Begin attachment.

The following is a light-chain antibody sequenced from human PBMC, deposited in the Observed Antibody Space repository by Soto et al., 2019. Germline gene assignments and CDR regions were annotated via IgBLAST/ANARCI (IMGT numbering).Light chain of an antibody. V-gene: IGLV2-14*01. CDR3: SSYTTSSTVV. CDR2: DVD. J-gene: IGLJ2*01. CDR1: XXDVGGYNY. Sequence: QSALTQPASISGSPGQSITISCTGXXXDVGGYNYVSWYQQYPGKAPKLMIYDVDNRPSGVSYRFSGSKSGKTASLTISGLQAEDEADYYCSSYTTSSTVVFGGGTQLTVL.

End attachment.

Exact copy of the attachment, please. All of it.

The following is a light-chain antibody sequenced from human PBMC, deposited in the Observed Antibody Space repository by Soto et al., 2019. Germline gene assignments and CDR regions were annotated via IgBLAST/ANARCI (IMGT numbering).Light chain of an antibody. V-gene: IGLV2-14*01. CDR3: SSYTTSSTVV. CDR2: DVD. J-gene: IGLJ2*01. CDR1: XXDVGGYNY. Sequence: QSALTQPASISGSPGQSITISCTGXXXDVGGYNYVSWYQQYPGKAPKLMIYDVDNRPSGVSYRFSGSKSGKTASLTISGLQAEDEADYYCSSYTTSSTVVFGGGTQLTVL.